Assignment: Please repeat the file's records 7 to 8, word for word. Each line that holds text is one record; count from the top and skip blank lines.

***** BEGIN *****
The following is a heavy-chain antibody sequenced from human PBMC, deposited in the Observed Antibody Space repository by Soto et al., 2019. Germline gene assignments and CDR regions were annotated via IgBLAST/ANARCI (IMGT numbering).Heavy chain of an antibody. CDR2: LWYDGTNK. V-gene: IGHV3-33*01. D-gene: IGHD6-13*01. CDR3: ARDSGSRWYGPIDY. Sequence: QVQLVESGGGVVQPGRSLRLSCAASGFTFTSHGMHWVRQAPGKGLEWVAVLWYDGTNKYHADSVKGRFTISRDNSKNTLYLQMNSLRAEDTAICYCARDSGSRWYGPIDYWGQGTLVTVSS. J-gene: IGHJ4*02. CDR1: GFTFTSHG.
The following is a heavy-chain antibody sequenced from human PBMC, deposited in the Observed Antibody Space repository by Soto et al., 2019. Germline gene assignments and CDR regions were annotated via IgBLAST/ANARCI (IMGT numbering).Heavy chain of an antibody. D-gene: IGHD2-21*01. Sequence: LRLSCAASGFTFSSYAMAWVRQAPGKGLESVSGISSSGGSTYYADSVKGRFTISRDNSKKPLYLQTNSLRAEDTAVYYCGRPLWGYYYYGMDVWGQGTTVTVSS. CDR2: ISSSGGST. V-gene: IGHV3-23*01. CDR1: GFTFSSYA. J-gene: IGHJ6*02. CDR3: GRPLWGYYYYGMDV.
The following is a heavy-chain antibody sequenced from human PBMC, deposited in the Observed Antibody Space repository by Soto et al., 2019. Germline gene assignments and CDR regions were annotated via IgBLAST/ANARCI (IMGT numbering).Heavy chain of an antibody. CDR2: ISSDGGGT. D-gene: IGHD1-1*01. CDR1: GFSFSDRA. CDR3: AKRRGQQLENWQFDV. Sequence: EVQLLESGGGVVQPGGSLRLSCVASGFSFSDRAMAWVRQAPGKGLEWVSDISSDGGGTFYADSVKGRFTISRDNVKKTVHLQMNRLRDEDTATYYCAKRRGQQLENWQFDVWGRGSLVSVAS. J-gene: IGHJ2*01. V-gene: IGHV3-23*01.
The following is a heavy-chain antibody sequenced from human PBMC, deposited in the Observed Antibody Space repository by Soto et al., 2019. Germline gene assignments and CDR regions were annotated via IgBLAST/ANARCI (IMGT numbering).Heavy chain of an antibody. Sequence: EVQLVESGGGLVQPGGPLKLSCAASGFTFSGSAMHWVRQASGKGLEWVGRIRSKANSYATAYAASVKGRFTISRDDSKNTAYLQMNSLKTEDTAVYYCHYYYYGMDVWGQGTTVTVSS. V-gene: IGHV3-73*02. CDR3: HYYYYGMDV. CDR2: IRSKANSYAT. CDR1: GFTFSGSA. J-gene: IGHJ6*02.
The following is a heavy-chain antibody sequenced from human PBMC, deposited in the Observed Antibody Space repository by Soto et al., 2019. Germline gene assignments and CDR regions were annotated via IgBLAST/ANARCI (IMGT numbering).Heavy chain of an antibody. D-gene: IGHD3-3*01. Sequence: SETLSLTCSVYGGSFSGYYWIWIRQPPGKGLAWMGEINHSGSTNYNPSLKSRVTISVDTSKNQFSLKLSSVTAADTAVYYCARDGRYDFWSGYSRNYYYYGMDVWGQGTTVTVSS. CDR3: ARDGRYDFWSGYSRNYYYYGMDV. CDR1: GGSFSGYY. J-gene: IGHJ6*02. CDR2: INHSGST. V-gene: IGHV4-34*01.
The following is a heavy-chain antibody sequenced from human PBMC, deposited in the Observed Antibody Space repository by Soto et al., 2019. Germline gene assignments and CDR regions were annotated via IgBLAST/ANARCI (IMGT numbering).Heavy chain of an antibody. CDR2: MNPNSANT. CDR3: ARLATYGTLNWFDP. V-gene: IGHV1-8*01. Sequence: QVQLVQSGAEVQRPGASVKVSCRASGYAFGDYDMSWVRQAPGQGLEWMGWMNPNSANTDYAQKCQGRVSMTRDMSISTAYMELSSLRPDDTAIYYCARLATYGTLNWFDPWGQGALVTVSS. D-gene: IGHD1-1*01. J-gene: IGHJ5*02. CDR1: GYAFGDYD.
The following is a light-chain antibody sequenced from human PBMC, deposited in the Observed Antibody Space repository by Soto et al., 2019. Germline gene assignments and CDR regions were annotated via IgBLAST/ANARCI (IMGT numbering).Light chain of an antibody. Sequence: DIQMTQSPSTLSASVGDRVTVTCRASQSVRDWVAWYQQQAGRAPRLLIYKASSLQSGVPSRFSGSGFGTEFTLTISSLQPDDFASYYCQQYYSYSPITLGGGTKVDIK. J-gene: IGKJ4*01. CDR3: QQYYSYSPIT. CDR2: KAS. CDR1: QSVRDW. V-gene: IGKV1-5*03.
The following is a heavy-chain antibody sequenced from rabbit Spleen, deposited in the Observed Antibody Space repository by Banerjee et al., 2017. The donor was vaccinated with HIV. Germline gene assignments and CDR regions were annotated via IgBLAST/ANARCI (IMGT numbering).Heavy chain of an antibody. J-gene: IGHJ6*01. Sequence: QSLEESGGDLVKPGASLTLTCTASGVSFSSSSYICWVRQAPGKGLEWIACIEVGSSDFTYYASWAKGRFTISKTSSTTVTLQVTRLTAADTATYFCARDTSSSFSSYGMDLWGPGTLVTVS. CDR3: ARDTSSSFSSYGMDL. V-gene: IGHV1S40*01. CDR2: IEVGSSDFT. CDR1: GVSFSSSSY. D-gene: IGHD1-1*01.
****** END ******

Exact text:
The following is a light-chain antibody sequenced from human PBMC, deposited in the Observed Antibody Space repository by Soto et al., 2019. Germline gene assignments and CDR regions were annotated via IgBLAST/ANARCI (IMGT numbering).Light chain of an antibody. Sequence: DIQMTQSPSTLSASVGDRVTVTCRASQSVRDWVAWYQQQAGRAPRLLIYKASSLQSGVPSRFSGSGFGTEFTLTISSLQPDDFASYYCQQYYSYSPITLGGGTKVDIK. J-gene: IGKJ4*01. CDR3: QQYYSYSPIT. CDR2: KAS. CDR1: QSVRDW. V-gene: IGKV1-5*03.
The following is a heavy-chain antibody sequenced from rabbit Spleen, deposited in the Observed Antibody Space repository by Banerjee et al., 2017. The donor was vaccinated with HIV. Germline gene assignments and CDR regions were annotated via IgBLAST/ANARCI (IMGT numbering).Heavy chain of an antibody. J-gene: IGHJ6*01. Sequence: QSLEESGGDLVKPGASLTLTCTASGVSFSSSSYICWVRQAPGKGLEWIACIEVGSSDFTYYASWAKGRFTISKTSSTTVTLQVTRLTAADTATYFCARDTSSSFSSYGMDLWGPGTLVTVS. CDR3: ARDTSSSFSSYGMDL. V-gene: IGHV1S40*01. CDR2: IEVGSSDFT. CDR1: GVSFSSSSY. D-gene: IGHD1-1*01.